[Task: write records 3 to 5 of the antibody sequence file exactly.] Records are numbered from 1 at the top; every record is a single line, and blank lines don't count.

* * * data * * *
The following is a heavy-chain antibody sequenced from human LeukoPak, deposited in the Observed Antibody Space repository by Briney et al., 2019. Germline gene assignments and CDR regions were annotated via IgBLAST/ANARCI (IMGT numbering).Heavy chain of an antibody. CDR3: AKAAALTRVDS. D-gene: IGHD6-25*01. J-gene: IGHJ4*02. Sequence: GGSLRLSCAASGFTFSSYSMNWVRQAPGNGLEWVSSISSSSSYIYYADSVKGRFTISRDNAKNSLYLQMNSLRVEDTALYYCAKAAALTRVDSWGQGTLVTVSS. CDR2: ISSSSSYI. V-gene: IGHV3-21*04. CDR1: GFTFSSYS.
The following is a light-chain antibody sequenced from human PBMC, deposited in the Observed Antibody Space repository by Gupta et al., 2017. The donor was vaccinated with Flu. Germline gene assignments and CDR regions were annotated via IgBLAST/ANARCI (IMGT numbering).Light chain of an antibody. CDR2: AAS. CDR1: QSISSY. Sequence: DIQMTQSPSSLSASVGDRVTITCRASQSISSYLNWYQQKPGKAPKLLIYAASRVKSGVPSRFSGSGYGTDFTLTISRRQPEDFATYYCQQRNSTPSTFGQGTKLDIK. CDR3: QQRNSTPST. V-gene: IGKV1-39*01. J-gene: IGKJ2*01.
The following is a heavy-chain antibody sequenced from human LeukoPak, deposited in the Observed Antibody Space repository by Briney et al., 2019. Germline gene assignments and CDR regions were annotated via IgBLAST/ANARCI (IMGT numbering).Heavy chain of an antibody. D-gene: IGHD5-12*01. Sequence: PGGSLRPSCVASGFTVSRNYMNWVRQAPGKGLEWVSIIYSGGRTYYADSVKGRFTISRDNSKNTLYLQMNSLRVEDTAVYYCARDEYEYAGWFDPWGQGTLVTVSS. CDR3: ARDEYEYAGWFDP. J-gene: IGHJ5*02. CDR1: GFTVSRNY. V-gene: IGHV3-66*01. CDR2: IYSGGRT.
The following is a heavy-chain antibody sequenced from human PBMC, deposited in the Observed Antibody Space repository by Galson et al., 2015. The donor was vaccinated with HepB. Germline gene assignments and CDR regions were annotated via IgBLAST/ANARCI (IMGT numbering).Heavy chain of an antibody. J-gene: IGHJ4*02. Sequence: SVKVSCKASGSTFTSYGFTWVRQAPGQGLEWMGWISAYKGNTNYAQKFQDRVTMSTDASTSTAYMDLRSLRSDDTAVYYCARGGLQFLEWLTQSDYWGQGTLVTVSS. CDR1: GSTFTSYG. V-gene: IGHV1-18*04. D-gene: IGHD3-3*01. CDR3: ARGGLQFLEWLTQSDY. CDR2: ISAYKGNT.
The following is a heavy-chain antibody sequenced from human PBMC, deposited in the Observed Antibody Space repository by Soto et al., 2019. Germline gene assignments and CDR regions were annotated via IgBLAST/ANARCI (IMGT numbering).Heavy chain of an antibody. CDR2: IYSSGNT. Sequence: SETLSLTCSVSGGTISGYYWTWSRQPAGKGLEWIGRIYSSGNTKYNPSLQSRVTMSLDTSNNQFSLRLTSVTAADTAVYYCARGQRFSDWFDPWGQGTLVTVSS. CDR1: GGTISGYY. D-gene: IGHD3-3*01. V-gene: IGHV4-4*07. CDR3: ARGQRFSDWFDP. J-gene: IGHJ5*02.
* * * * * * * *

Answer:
The following is a heavy-chain antibody sequenced from human LeukoPak, deposited in the Observed Antibody Space repository by Briney et al., 2019. Germline gene assignments and CDR regions were annotated via IgBLAST/ANARCI (IMGT numbering).Heavy chain of an antibody. D-gene: IGHD5-12*01. Sequence: PGGSLRPSCVASGFTVSRNYMNWVRQAPGKGLEWVSIIYSGGRTYYADSVKGRFTISRDNSKNTLYLQMNSLRVEDTAVYYCARDEYEYAGWFDPWGQGTLVTVSS. CDR3: ARDEYEYAGWFDP. J-gene: IGHJ5*02. CDR1: GFTVSRNY. V-gene: IGHV3-66*01. CDR2: IYSGGRT.
The following is a heavy-chain antibody sequenced from human PBMC, deposited in the Observed Antibody Space repository by Galson et al., 2015. The donor was vaccinated with HepB. Germline gene assignments and CDR regions were annotated via IgBLAST/ANARCI (IMGT numbering).Heavy chain of an antibody. J-gene: IGHJ4*02. Sequence: SVKVSCKASGSTFTSYGFTWVRQAPGQGLEWMGWISAYKGNTNYAQKFQDRVTMSTDASTSTAYMDLRSLRSDDTAVYYCARGGLQFLEWLTQSDYWGQGTLVTVSS. CDR1: GSTFTSYG. V-gene: IGHV1-18*04. D-gene: IGHD3-3*01. CDR3: ARGGLQFLEWLTQSDY. CDR2: ISAYKGNT.
The following is a heavy-chain antibody sequenced from human PBMC, deposited in the Observed Antibody Space repository by Soto et al., 2019. Germline gene assignments and CDR regions were annotated via IgBLAST/ANARCI (IMGT numbering).Heavy chain of an antibody. CDR2: IYSSGNT. Sequence: SETLSLTCSVSGGTISGYYWTWSRQPAGKGLEWIGRIYSSGNTKYNPSLQSRVTMSLDTSNNQFSLRLTSVTAADTAVYYCARGQRFSDWFDPWGQGTLVTVSS. CDR1: GGTISGYY. D-gene: IGHD3-3*01. V-gene: IGHV4-4*07. CDR3: ARGQRFSDWFDP. J-gene: IGHJ5*02.